• Over 70% of all EPC sales take place in developed economies with reliable grid connections. Not only does the cost of the product makes it out of reach for consumers in weak and off-grid communities, but there is also an outstanding lack of commercially available, efficient and high-quality DC-powered EPCs for those served by solar home systems.
  • In 2018, the Sub-Saharan Africa addressable market value for all small-scale (<1kW) agro-processing was estimated at USD 1.5 billion. The serviceable market, accounting for affordability and access to financing constraints, however, was estimated at merely USD 87 million. The serviceable market is projected to grow to USD 417 million by 2030 if product costs are reduced and the proportion of people who can afford the agro-processing units increases.
  • With over 7000 walk-in cold room installations, the cold storage market for India is more advanced than that in Sub-Saharan Africa. However, the majority of these installations are on the grid and unknown how many are in off- and weak-grid settings. In distributed energy settings for the Sub-Saharan Africa market, less than 100 installations are estimated owing to among other things high CAPEX cost of these technologies.
  • India’s e-mobility market is more advanced than in Sub-Saharan Africa. Electric 2- wheeler sales reached 152,000 in 2020. However, the market penetration of all e-mobility solutions in India itself is less than 1%, demonstrating the nascence of the market. Markets in Sub-Saharan Africa, while growing, are also quite young. One in four e-mobility companies active in Kenya is less than a year old.

Figure 2: State of Play for Four Horizon Technologies


Looking Forward: Creating Strong Commercial Markets

Ultimately, the maturity of these nascent, horizon technologies will benefit greatly from an enabling environment fostered by a diverse set of stakeholders with aligned objectives including governments, energy service providers and the private sector, actors who have traditionally not engaged frequently in the off-grid solar appliance market.

Our 2021 Solar Appliance Technology Briefs provide several pathways on how off- and weak-grid markets can jumpstart the commercial markets for these technologies. Important considerations include:

1. Continued R&D will be imperative in developing and scaling the nascent markets for horizon technologies. For EPCs, cold storage units and solar milling, the limited product performance data gathered from laboratory and/or field-testing show potential for efficiency gains and design improvements to increase product viability across geographies. E-mobility technologies, however, are merely emerging in Sub-Saharan Africa and require on-the-ground piloting specific rural demographics and terrains. Extensive R&D is required to identify and meet the various mobility needs of rural communities, as well as test the foundations for the wider system operation, involving the consideration of renewable energy sources, charging infrastructure and interoperability.

2. Increased financing for both consumers and suppliers. The high capital cost of the limited commercially available cold storage units (up to USD 6,000) and EPCs (up to USD 350) hinders access to low-income consumers. Suppliers, on the other hand, continue to find it difficult to access working capital and grants due to quickly evolving business models and the perception of high-risk investment by private and public investors. Emerging e-mobility business models using battery-swapping units and imported vehicles for testing have required high capital investment. The markets for these products need long-term investment and patient capital by donors and investors that will incentivise consumers to utilise the products, while also allowing suppliers to explore resource-efficient and financially sustainable business models.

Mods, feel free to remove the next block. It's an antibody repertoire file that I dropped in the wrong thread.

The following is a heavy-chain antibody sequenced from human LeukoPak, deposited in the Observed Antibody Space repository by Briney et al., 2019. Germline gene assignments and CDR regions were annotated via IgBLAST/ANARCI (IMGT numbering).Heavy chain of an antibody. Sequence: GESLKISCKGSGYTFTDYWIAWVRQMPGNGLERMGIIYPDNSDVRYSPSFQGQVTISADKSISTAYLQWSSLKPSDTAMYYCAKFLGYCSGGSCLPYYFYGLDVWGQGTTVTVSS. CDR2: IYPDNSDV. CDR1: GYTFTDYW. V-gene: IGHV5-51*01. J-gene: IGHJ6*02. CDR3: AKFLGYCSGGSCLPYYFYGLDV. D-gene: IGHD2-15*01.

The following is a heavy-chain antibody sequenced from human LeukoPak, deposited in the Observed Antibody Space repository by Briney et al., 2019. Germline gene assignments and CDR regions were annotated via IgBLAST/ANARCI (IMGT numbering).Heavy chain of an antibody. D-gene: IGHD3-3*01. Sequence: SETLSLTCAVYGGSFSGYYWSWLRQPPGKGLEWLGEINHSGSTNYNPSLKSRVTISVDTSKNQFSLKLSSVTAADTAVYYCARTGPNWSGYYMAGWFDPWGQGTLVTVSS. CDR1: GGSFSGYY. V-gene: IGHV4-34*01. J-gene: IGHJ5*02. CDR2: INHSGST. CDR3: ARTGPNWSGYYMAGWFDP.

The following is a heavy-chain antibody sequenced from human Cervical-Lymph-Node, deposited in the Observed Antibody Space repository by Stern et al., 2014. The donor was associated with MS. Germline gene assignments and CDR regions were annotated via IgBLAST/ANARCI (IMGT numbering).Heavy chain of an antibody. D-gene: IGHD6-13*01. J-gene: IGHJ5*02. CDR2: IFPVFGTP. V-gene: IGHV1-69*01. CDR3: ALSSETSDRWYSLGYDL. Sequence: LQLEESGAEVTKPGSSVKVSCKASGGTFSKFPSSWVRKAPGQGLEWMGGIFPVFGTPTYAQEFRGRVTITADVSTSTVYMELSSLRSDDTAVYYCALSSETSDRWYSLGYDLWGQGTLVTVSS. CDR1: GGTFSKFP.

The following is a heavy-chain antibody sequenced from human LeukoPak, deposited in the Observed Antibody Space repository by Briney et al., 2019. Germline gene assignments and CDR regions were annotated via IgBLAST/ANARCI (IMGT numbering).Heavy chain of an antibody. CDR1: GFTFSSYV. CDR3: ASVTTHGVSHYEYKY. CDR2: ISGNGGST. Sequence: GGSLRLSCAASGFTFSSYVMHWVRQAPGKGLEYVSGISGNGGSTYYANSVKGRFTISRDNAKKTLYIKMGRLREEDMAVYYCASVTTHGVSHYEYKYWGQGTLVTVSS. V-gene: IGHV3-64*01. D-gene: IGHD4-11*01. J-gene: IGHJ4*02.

3. Governments, in partnership with energy service providers and donors, can grow the nascent supply and value chains by supporting policy instruments and developmental mechanisms including financing such as end-user subsidies and results-based financing tied to the SDGs. For example, this can take the form of encouraging financial institutions to provide financing packages attractive for small businesses and enterprises dedicated to walk-in cold rooms solutions, redirecting subsidies and incentives from polluting fuels (i.e., diesel and kerosene) toward solar-powered mills and EPC and implementing policies to grow local e-mobility manufacturing.

For more insights on cold storage, EPCs, e-mobility milling equipment and more off-grid appropriate appliances, please see our full collection of long-form technology briefs and snapshots. We will continue to launch these for other technologies throughout the summer. Up next in August are enabling technologies (ICT equipment, interoperability and PM motors). We will also publish a full synthesis report that summarises the state of play for the entire off-grid appliances market. Please be sure to subscribe to our newsletter to be notified of all new releases.



About the 2021 Solar Appliance Technology Brief Series

The 2021 Solar Appliance Technology Briefs synthesise the latest market intelligence and chart the pathway to commercialisation for 11 disruptive technologies, including refrigerators and SWPs. New collections of technology briefs will be released monthly from May 2021 through August 2021, with groupings based on our assessment of their market maturity level. Each release will include a summary blog post, highlighting key similarities and differences across the featured technologies and the interventions needed to scale. Category groupings include near-to-market appliances (TVs and fans), emerging appliances (SWPs and refrigerators), horizon appliances (electric pressure cookers, cold storage, milling equipment and e-mobility) and enabling technologies (permanent magnet motors, ICT equipment and interoperability).



By Bejun Bakrania (Energy Saving Trust), Chris Beland (Energy Saving Trust), Wendy Hado (CLASP) Makena Ireri (CLASP) and Ruth Kimani (CLASP)



Source: https://medium.com/efficiency-for-access/a-new-horizon-for-solar-appliances-47bfd5b59a17